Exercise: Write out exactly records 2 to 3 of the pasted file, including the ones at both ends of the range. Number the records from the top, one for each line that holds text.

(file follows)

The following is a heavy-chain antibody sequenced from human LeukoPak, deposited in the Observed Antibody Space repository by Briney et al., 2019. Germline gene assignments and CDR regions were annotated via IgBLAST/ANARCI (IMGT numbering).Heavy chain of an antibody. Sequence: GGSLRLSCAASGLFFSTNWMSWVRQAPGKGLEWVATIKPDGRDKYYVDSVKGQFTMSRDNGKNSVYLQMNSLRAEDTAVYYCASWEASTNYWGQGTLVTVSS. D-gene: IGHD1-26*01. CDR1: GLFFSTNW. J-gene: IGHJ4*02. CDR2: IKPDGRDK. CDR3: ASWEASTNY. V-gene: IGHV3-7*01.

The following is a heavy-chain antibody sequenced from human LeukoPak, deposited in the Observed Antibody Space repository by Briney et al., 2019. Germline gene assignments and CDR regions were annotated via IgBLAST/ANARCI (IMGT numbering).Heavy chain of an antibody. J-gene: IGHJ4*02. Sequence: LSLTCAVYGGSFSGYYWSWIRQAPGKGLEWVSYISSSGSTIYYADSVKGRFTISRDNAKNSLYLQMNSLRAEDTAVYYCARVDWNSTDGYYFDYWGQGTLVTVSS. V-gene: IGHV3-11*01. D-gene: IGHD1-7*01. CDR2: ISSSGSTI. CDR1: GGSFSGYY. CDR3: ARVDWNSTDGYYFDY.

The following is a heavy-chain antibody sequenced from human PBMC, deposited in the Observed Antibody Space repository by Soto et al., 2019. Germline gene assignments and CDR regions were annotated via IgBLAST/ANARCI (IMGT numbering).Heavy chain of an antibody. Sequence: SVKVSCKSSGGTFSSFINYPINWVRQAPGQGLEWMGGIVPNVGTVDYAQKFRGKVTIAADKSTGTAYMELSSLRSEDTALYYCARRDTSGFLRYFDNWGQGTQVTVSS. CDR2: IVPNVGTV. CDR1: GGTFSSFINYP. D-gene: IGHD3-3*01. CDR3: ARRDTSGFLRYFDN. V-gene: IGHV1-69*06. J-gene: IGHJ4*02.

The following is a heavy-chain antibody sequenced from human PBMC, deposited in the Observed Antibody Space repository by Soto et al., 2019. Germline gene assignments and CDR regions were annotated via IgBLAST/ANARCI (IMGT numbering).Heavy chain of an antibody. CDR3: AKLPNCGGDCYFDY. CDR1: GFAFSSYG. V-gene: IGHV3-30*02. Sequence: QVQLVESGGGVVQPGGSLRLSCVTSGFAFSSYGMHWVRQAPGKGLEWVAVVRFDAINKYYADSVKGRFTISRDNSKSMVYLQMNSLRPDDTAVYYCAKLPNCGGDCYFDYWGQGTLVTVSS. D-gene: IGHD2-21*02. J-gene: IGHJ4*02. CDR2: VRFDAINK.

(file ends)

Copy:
The following is a heavy-chain antibody sequenced from human LeukoPak, deposited in the Observed Antibody Space repository by Briney et al., 2019. Germline gene assignments and CDR regions were annotated via IgBLAST/ANARCI (IMGT numbering).Heavy chain of an antibody. J-gene: IGHJ4*02. Sequence: LSLTCAVYGGSFSGYYWSWIRQAPGKGLEWVSYISSSGSTIYYADSVKGRFTISRDNAKNSLYLQMNSLRAEDTAVYYCARVDWNSTDGYYFDYWGQGTLVTVSS. V-gene: IGHV3-11*01. D-gene: IGHD1-7*01. CDR2: ISSSGSTI. CDR1: GGSFSGYY. CDR3: ARVDWNSTDGYYFDY.

The following is a heavy-chain antibody sequenced from human PBMC, deposited in the Observed Antibody Space repository by Soto et al., 2019. Germline gene assignments and CDR regions were annotated via IgBLAST/ANARCI (IMGT numbering).Heavy chain of an antibody. Sequence: SVKVSCKSSGGTFSSFINYPINWVRQAPGQGLEWMGGIVPNVGTVDYAQKFRGKVTIAADKSTGTAYMELSSLRSEDTALYYCARRDTSGFLRYFDNWGQGTQVTVSS. CDR2: IVPNVGTV. CDR1: GGTFSSFINYP. D-gene: IGHD3-3*01. CDR3: ARRDTSGFLRYFDN. V-gene: IGHV1-69*06. J-gene: IGHJ4*02.